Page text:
Demobilisation.

Oral Answers to Questions — British Army. – in the House of Commons on 15th June 1920.

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Mr. PRESTON:

28.

asked the Secretary of State for War whether a soldier who has been demobilised in 1920 and has been granted a protection certificate (soldier not remaining with the colours) can be ordered to rejoin on the ground that he was demobilised in error; and under what legal authority can a demobilised soldier be called up to-day?

Photo of Mr Winston Churchill Mr Winston Churchill , Dundee

A soldier who has been demobilised in error and who has colour service to complete may, under existing instructions, be recalled to the colours for the purpose of completing his term of engagement.

Mr. PRESTON:

Will the right hon. Gentleman answer the last part of my question and state under what authority a demobilised man can be called up?

Photo of Mr Winston Churchill Mr Winston Churchill , Dundee

He is held by his original attestation.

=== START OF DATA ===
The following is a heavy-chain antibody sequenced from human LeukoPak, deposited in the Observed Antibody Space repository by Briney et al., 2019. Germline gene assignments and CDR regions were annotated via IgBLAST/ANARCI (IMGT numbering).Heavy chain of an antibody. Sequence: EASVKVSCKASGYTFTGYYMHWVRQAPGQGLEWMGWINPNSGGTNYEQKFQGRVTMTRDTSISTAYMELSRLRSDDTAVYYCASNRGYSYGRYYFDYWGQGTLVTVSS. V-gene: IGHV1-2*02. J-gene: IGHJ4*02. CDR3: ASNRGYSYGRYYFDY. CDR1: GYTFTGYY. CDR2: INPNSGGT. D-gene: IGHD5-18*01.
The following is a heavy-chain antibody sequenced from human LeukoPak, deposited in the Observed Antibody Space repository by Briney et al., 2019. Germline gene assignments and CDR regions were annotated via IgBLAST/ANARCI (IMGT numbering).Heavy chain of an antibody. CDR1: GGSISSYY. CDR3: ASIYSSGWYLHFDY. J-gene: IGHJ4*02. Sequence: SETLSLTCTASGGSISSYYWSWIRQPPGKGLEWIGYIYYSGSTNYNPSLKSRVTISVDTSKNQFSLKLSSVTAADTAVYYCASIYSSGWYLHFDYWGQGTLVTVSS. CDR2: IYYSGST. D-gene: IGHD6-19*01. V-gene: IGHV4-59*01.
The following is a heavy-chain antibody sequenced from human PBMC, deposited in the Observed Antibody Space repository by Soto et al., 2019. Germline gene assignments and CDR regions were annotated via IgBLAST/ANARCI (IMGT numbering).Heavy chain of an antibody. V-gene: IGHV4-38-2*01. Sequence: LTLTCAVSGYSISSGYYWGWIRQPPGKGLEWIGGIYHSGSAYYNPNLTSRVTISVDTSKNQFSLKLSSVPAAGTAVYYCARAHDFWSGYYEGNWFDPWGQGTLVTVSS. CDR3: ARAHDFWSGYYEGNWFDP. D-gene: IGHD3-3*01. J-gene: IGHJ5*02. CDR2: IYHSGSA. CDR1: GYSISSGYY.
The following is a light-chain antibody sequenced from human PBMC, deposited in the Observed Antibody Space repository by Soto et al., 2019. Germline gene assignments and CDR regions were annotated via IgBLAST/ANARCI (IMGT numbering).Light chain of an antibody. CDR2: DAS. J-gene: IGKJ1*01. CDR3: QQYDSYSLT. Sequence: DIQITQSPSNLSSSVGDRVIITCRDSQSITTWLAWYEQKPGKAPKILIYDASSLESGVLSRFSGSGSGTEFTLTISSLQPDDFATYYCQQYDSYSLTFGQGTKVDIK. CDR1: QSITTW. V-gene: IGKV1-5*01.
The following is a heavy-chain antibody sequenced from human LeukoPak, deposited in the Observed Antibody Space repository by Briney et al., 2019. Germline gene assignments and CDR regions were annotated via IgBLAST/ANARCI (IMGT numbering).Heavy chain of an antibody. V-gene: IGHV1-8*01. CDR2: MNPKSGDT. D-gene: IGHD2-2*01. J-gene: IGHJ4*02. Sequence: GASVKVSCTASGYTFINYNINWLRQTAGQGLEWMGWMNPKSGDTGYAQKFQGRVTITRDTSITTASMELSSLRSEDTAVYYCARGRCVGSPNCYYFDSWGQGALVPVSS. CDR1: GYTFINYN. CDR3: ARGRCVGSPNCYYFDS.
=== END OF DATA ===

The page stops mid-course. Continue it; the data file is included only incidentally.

Photo of Lieut-Colonel Penry Williams Lieut-Colonel Penry Williams , Middlesbrough East

May I ask whether a soldier is not given a protection certificate when he is demobilised?

Photo of Mr Winston Churchill Mr Winston Churchill , Dundee

If that were issued in error, it would be no cover to a man who originally attested for 7 years with the colours and 5 years with the Reserve as a soldier of the Regular Army.

Photo of Lieut-Colonel Penry Williams Lieut-Colonel Penry Williams , Middlesbrough East

Are we to understand that the certificate issued by the military authorities is valueless?

Photo of Mr Winston Churchill Mr Winston Churchill , Dundee

No, I do not think that would be the assumption, but there were millions of men, who served under the provisions of the Military Service Acts, who have been demobilised. They are entirely covered by the protection certificate, but men who engaged in the Regular Army but were demobilised in error are still covered by their original engagement.

Photo of Lieut-Colonel Penry Williams Lieut-Colonel Penry Williams , Middlesbrough East

But does not the right hon. Gentleman think that if the Army authorities have made a mistake they should stand by the mistake?

Photo of Mr Winston Churchill Mr Winston Churchill , Dundee

No, I think ow duty is to endeavour to repair our mistakes, and, as far as possible, carry on as if they had not occurred.